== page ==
Amber Asay is a Los Angeles-based graphic designer. After graduating from Brigham Young University with a degree in Graphic Design, she has gone on to design in a number of positions for a wide range of companies and organizations including The Walt Disney Company, UCLA, UNO Pizzeria & Grill, Mozi Magazine, and more. She also owns and operates Variety Show Studio, an online shop and graphic design studio, with her husband, Mike.
Tell me about your path to becoming a freelance designer.
Technically I've always been a freelancer on the side of my day jobs. I'm one of those designers that likes to keep one foot in freelance and one foot in studio/agency work. I hope there are more out there like me, because it always feels like you're either one or the other. But I'm always both of everything! Introvert & Extrovert, Idealistic & Pragmatic, I just can't choose! I love being able to collaborate at my day job because I feel like some of my best work comes from that, but I also love being able to do my own thing. I don't know if there's a name for our kind, if anyone comes up with one, let me know!
In the beginning, how did you attract your first good clients?
Honestly, they found me. I had submitted a bunch of my student work to popular blogs and once they posted it, I got a lot more inquiries. Sometimes you have to make yourself accessible to clients looking for talented designers. Since I work full-time, I don't have much time to seek out work, so I let it find me and then pick and choose.
Do you have any tips for being your most productive?
I'm not a morning person at all, but I recently read an article that said our most productive hours are 9am-12pm, and it's proven to be very true for me. I also tend to get a second wave after dinner, from 8pm-11pm. It's important to know when your most productive hours are and to really utilize them. When I use those hours to email and get into project management mode, I notice that it's harder for me to work on my off hours.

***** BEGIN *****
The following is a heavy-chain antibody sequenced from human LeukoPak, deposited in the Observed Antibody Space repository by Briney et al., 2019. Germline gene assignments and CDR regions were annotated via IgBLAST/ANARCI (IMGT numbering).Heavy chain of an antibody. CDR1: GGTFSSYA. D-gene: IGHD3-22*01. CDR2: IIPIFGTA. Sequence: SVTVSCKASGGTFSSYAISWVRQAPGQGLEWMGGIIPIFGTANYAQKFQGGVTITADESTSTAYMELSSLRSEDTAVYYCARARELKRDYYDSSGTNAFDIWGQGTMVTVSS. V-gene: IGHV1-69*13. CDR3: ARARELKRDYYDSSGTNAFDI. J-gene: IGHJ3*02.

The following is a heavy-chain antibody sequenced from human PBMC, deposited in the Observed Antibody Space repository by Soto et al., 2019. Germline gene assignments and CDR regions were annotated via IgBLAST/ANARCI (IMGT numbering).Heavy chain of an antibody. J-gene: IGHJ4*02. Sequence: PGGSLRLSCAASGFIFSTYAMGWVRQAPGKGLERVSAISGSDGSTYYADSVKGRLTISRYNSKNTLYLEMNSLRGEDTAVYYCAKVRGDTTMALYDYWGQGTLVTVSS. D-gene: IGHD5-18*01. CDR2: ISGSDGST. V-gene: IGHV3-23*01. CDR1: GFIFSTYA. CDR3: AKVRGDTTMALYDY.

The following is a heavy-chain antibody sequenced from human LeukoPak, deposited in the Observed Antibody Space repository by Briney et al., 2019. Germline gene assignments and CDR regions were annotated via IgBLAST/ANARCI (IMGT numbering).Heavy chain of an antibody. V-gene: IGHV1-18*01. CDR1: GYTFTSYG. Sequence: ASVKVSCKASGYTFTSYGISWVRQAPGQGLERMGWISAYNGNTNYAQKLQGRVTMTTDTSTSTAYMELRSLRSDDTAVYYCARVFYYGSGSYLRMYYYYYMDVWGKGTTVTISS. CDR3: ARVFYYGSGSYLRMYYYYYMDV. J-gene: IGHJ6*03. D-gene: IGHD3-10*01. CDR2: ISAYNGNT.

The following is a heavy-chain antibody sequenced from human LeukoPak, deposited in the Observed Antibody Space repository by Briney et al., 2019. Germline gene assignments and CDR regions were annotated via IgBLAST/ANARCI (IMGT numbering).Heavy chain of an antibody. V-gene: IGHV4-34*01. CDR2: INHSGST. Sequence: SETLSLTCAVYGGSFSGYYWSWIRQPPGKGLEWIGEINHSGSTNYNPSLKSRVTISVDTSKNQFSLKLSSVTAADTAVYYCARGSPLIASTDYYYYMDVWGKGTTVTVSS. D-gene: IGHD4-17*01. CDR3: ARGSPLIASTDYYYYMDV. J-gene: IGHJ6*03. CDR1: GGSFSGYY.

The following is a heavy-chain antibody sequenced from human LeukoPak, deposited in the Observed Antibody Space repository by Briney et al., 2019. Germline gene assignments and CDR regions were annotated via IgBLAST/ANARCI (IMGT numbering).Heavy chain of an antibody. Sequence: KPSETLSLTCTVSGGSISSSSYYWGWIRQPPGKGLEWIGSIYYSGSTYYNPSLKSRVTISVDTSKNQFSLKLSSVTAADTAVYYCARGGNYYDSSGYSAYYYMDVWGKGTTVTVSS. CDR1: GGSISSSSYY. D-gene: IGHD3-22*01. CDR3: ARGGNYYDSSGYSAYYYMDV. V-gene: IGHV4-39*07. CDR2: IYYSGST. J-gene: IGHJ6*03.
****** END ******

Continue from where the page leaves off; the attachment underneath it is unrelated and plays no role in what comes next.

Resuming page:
What has been your greatest struggle as a freelancer so far?
Honestly, finding good clients. That is still a struggle of mine. If I had the coolest clients with big budgets to create amazing work (everyone's dream, right?), I probably wouldn't need a day job.
What is your favorite thing about freelance?
One thing I've always liked about freelance is that I get to work closer with the client than I do at my jobs. There was always at least 2 degrees of separation between me and the client. It didn't feel efficient, like I wasn't able to really solve their design problems — it felt more like working at a factory and being told what to do. It's all about creative control for me. I'm in a small studio now where I feel more connected with the client and am able to sell them ideas and design that in the past I wasn't able to do.
Do you have any advice for promoting an online shop?
Social Media! I can't say enough about it. The more you join the community and collaborate with others, the more your name will get out there and the ball will start rolling. The second you stop, no one will know you're there.
Do you have any tips for dealing with the nitty-gritty business details?
A printer I worked with introduced me to Harvest and it has changed my life for the better. It's helped me track my hours and invoice easily. I highly recommend it.
Since you are your own boss, do you have any advice for maintaining a work-life balance?
For some crazy reason, I have a hard time finding balance. I can be a bit of a workaholic, must be the capricorn in me. My husband is the one who helps me with that. He's like a little kid knocking at my door and saying "Wanna go out and play?" They say opposites attract—I work hard and he teaches me to play hard.
Fill in the blank: The 3 greatest attributes you need to be a freelance creative are:
Discernment, communication, and cultural awareness.